It’s no secret that the majority of educators regard grading as a tedium. While few argue against the merits grading has in fostering student knowledge, many educators find it difficult to balance their teaching and research duties while providing adequate feedback to hundreds of written assignments. In the UK for example, recent surveys find over 53% of educators strongly advocated for a reform of marking policies, many stressing that grading written assignments is “unnecessarily burdensome”.
In order to establish common best practices for grading policies, researchers at the University of Oxford conducted an extensive literature review of relevant studies and administrative grading guidelines. The key finding of this study is there exists a paucity of longitudinal peer-reviewed studies on best practices for writing assignments. This is surprising, given both the importance of providing students quality feedback and the sheer amount of time instructors everywhere dedicate to grading.
Despite the lack of relevant longitudinal studies, researchers were able to establish an empirically-grounded foundation for effective and sustainable grading policies. These strategies include:
- Don’t waste time on careless errors. Formative feedback should be provided in clear instances of student misunderstanding or difficulty; carelessness should simply be marked as incorrect.
- Emphasize feedback over letter grades. Students will often focus on the grade and ignore the formative feedback. Leave letter grades and percentages off assignments or place them on the back page.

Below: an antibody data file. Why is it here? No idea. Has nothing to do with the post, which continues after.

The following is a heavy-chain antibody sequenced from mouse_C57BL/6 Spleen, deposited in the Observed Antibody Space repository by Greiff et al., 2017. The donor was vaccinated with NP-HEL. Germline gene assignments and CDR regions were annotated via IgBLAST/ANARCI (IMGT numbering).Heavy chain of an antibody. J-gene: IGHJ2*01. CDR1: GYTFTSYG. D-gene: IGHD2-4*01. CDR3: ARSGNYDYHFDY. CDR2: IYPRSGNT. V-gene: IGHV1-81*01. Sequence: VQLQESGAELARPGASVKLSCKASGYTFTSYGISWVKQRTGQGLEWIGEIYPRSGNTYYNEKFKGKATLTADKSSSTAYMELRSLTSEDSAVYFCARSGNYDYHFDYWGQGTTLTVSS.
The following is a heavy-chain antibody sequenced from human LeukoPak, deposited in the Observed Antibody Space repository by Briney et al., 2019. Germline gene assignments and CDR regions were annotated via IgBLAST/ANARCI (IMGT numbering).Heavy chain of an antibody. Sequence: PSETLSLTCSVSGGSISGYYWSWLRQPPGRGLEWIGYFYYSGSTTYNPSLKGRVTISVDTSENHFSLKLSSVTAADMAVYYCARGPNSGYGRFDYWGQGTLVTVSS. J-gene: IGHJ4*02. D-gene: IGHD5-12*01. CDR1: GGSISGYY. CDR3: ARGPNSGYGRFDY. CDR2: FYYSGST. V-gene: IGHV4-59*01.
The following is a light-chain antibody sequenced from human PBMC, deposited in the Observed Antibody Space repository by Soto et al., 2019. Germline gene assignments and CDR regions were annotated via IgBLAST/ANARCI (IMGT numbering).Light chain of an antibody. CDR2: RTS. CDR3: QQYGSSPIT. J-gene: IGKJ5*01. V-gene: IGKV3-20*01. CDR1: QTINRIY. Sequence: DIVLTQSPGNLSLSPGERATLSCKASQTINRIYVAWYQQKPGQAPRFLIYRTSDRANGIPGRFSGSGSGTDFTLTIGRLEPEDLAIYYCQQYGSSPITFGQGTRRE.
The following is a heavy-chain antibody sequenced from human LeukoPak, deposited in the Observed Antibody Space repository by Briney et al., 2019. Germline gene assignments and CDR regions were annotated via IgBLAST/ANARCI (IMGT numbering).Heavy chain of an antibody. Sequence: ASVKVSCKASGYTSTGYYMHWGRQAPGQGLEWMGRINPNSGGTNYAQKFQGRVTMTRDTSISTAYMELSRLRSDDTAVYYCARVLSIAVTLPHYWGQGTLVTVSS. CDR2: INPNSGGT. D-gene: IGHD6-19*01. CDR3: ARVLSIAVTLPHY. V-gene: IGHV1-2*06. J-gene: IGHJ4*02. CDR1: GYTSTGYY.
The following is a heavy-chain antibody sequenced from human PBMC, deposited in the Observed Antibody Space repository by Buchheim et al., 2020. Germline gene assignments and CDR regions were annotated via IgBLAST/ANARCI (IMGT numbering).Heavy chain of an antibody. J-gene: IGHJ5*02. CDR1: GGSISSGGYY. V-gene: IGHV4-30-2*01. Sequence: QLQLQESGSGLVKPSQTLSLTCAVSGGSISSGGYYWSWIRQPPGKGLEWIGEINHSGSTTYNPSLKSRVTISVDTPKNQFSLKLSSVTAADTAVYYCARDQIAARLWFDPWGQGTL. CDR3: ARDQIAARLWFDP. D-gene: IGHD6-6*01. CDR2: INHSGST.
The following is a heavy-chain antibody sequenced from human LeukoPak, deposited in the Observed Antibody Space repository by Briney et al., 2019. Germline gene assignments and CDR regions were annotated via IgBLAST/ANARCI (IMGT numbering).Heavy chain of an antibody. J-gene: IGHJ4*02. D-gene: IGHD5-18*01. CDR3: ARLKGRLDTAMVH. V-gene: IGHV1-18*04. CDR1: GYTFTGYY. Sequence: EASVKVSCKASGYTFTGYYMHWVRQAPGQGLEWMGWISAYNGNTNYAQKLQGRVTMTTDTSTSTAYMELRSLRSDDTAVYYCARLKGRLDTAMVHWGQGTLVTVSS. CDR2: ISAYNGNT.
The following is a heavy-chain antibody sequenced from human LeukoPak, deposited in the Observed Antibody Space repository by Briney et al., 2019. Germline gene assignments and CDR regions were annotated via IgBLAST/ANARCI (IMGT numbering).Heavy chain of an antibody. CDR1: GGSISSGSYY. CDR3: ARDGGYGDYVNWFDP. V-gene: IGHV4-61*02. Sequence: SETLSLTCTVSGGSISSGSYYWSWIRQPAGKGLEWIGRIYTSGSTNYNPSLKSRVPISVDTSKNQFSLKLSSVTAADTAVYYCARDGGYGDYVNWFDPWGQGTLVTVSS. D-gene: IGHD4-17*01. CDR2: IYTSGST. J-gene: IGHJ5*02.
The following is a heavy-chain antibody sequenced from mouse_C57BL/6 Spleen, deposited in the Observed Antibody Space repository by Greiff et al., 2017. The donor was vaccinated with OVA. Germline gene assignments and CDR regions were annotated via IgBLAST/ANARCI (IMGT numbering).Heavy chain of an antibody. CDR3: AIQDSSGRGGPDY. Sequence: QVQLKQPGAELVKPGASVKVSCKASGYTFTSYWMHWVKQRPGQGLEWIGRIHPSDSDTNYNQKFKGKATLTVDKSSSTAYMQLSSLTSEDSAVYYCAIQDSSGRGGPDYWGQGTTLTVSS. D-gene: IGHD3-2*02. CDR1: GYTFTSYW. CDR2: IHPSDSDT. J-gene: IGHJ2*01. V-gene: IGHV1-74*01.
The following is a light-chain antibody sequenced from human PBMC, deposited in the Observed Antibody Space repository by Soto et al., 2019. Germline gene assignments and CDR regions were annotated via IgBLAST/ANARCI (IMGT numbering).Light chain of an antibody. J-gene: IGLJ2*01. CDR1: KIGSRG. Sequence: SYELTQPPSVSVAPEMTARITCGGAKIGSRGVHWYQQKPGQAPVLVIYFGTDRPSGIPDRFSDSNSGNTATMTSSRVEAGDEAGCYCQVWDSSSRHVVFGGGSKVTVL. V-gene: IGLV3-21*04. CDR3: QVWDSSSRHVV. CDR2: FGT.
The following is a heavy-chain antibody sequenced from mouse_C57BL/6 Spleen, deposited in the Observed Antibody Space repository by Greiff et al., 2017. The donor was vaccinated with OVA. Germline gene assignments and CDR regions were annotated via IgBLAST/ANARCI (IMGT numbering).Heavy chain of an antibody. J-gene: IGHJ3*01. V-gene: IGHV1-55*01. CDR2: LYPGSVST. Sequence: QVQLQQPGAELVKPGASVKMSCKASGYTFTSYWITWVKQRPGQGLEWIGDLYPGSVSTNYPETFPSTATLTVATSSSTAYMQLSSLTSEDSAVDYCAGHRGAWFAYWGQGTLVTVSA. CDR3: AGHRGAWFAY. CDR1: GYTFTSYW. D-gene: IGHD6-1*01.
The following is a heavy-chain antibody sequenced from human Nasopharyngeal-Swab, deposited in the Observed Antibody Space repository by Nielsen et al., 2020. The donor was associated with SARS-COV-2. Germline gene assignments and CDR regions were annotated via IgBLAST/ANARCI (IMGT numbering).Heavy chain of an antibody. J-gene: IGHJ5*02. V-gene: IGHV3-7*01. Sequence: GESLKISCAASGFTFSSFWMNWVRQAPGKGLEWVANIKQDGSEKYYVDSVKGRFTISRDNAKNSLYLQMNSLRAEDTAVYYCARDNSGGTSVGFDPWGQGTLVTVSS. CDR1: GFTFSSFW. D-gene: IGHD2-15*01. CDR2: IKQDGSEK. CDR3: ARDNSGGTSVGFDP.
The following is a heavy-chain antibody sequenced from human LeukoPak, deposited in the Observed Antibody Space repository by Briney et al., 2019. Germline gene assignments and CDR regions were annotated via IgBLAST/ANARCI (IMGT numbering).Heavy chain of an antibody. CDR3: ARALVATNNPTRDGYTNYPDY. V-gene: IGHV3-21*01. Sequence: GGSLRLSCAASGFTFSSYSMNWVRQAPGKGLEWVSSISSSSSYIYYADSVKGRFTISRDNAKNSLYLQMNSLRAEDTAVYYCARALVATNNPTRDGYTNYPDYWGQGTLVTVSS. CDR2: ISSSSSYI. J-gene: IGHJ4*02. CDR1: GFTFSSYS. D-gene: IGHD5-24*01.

- Provide rubrics for assignments. This provides students with clear benchmarks and expectations for assignments, limiting unnecessary questions and office hour visits.
- Designate time to discuss evaluations. Whether through email, office hours, class, or tutorials, set aside time to discuss evaluations with students.
While each of these strategies may not be suitable for all educators, they provide an effective benchmark for developing grading policies. In order to fill the evidence gaps in this research, the Education Endowment Foundation (EEF) is funding further studies across the UK. This additional research will identify efficient and cost-effective ways of improving grading and student learning, including the role of education technology.
- Can teachers mark less, but mark smarter?
- A marked improvement? A review of the evidence on written marking (PDF)
About the Author: Dustin is a senior account manager with DesignedUX, providing communications and strategy to organizations in education and technology. Dustin is also board member of the Canadian Public Relations Society and contributes as a communications researcher with McMaster University.